The new plan includes proposals to sell up to 5 percent of the state-owned oil company, Saudi Aramco and transfer its ownership to the Saudi sovereign-wealth fund, The Public Investment Fund (PIF), so it can increase non-oil investments abroad. The PIF would then dwarf Norway's pension fund, which is currently the world’s largest sovereign wealth fund, with assets of nearly $850 billion. Prince Mohammed bin Salman estimated that the Saudi fund could reach nearly $3 trillion and said that the government aims to diversify revenues through privatization in health care and education. He also proposed expanding the country’s manufacturing base and investing in alternative energy sources. Taxes on luxury items, such as tobacco and soft drinks will also be introduced. At the end of 2015, fuel, water, and electricity prices were increased and a 5 percent value added tax was announced.
The McKinsey report suggested eight sectors that would contribute to the shift from an oil-based, publicly funded economy to a market based system: mining and metals, petrochemicals, manufacturing, retail and wholesale trade, tourism, healthcare, finance and construction. Economic growth has decelerated sharply from an average annual rate of 5.5 percent in 2009-2011, to an average of 3.9 percent in 2012-2014. The World Bank projects that in 2016, growth will decline to 2.4 percent. In the face of growing volatility in the oil market, a number of suggestions have been made about how to strengthen and diversify the Saudi economy. An IMF Staff Discussion note, Economic Diversification in the GCC: Past, Present, and Future, published in September 2014, outlined policies that have been implemented, or partially implemented, in the GCC with the goal of diversifying the economy in the face of lower oil prices. These include the development of a stronger business climate, achieving greater educational enrollment, increasing trade and foreign direct investment (FDI), supporting a stronger financial sector and a low-inflation environment, and investing in infrastructure and a stronger legal and regulatory structure. Empirically, these attempts have been shown to have some impact, however not all have been successful.
The IMF suggests that the “missing link” lies in the incentive structure for both firms and workers in the GCC. The scale and distribution of public spending has encouraged the production of "non-tradables" (goods and services that are not traded internationally) and workers face a set of incentives that attract them to low-productivity work due to the availability of well-paid public jobs. Three measures would strengthen the incentives for and ability of workers to enter the private sector. The first is that government employment should be limited by eliminating non-essential positions as they become vacant. Second, there should be an increase in social safety nets that would support the search for private sector employment and guarantee a minimum income level. Finally, the education system should be improved to provide workers with the skills they need for the private sector.
The IMF has also highlighted difficulties in the labor market. Although the current model has contributed to improvements in living standards, it comes at a large cost, and is not sustainable due to the growing working-age population. It therefore recommends creating high-paying private sector jobs for nationals, diversifying the economy to allow for non-oil growth, limiting the growth of the number of public-sector jobs, attracting high-productivity rather than low-skilled foreign workers, improving the quality and the quantity of education.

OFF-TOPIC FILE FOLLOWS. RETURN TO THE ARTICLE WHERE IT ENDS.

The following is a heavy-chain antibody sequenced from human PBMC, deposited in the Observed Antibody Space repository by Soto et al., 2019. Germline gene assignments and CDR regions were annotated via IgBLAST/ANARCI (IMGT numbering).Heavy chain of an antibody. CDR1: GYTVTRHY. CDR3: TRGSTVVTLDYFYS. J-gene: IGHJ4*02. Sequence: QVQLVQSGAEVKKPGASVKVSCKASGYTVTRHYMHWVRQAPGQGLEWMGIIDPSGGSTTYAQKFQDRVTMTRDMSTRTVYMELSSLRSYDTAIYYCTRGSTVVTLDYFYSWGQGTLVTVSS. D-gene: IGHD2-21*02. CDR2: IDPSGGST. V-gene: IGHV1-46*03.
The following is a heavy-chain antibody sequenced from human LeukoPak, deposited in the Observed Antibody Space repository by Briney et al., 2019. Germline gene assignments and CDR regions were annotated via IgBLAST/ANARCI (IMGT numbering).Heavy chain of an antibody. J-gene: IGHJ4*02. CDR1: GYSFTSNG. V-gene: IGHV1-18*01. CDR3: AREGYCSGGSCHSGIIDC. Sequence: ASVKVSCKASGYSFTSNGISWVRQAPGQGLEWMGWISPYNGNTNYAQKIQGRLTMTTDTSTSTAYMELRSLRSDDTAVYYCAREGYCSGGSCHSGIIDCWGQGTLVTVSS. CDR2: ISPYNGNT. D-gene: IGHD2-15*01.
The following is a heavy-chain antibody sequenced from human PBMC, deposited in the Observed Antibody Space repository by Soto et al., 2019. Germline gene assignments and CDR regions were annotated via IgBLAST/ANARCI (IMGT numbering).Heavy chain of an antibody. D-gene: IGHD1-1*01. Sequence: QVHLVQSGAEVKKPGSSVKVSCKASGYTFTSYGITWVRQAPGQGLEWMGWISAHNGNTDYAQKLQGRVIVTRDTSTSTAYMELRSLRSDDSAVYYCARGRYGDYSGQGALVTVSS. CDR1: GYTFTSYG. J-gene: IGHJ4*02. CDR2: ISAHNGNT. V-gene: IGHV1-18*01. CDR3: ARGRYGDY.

What are the prospects for implementing the changes envisaged in the government's National Vision 2030?
Since 1970, the Saudi government has issued ten national development plans, all of which have called for economic diversification. Despite this, the economy has remained dependent on oil revenues. Among the reasons for the lack of change has been the absence of a plan containing details about how diversification was to be achieved; how the government will support sectors of the economy that are very reliant on oil (such as petrochemicals); and the almost complete dependence of the private sector on the government; and, the lack of specific plans to support the non-oil sectors of the economy.
Some of the steps required to build a diversified economy include: Having an appropriate and measurable development plan that supports the non-oil sectors’ contributions to economic development; developing—through regulations and financial support—a strong and independent private sector that does not rely on government spending and projects, and learning from the experiences of similar economies whose national wealth benefited from diversifying their economies. Importantly, since the influence of economic diversification goes beyond sustainable economic growth by fighting corruption, creating jobs, and improving institutional quality, the Saudi government should fully consider economic diversification as a tool for better governance. Finally, additional research can be done on the role of the non-oil sectors (e.g., agriculture, service) that have a competitive advantage in the process of diversifying the economy and creating job opportunities for citizens (Bassam A. Albassam, “Economic diversification in Saudi Arabia: Myth or reality?,” Resources Policy 44 (2015), 112–117).
Andrea Helfant is an intern at the Moshe Dayan Center (MDC) for Middle Eastern and African Studies. She is currently completing her Bachelor of Arts at McGill University in Economics and International Development. Previously Andrea worked as a research assistant in the Department of Economics at McGill University, and she is a member of the editorial board of the McGill Journal of Economics.